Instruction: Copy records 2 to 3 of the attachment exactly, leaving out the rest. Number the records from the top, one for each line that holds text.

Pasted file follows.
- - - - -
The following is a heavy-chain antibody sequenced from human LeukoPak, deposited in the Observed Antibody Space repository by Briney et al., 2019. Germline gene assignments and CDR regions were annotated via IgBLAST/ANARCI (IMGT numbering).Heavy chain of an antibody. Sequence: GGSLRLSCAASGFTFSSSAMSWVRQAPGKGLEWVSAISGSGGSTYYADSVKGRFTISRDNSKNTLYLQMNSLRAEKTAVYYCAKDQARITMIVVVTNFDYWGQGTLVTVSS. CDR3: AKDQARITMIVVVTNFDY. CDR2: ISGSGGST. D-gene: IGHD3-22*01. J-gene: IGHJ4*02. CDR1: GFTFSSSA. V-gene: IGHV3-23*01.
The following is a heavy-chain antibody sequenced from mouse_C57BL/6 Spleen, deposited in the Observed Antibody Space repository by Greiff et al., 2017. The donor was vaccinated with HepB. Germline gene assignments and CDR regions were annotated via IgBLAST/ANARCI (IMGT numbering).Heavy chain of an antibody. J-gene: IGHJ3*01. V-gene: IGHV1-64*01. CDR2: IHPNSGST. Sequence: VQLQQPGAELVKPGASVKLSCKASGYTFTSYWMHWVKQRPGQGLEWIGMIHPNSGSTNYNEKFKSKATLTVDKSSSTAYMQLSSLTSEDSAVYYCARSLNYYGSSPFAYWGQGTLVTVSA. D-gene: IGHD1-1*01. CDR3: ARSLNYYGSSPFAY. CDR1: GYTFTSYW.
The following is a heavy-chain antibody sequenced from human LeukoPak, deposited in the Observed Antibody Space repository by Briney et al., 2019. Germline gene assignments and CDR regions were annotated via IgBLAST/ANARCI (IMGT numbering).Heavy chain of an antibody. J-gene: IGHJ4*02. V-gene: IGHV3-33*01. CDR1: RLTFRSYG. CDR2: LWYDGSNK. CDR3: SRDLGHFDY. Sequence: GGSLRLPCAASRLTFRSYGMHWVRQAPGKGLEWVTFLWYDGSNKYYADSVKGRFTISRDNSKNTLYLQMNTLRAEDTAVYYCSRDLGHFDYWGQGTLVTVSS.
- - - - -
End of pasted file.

The following is a heavy-chain antibody sequenced from mouse_C57BL/6 Spleen, deposited in the Observed Antibody Space repository by Greiff et al., 2017. The donor was vaccinated with HepB. Germline gene assignments and CDR regions were annotated via IgBLAST/ANARCI (IMGT numbering).Heavy chain of an antibody. J-gene: IGHJ3*01. V-gene: IGHV1-64*01. CDR2: IHPNSGST. Sequence: VQLQQPGAELVKPGASVKLSCKASGYTFTSYWMHWVKQRPGQGLEWIGMIHPNSGSTNYNEKFKSKATLTVDKSSSTAYMQLSSLTSEDSAVYYCARSLNYYGSSPFAYWGQGTLVTVSA. D-gene: IGHD1-1*01. CDR3: ARSLNYYGSSPFAY. CDR1: GYTFTSYW.
The following is a heavy-chain antibody sequenced from human LeukoPak, deposited in the Observed Antibody Space repository by Briney et al., 2019. Germline gene assignments and CDR regions were annotated via IgBLAST/ANARCI (IMGT numbering).Heavy chain of an antibody. J-gene: IGHJ4*02. V-gene: IGHV3-33*01. CDR1: RLTFRSYG. CDR2: LWYDGSNK. CDR3: SRDLGHFDY. Sequence: GGSLRLPCAASRLTFRSYGMHWVRQAPGKGLEWVTFLWYDGSNKYYADSVKGRFTISRDNSKNTLYLQMNTLRAEDTAVYYCSRDLGHFDYWGQGTLVTVSS.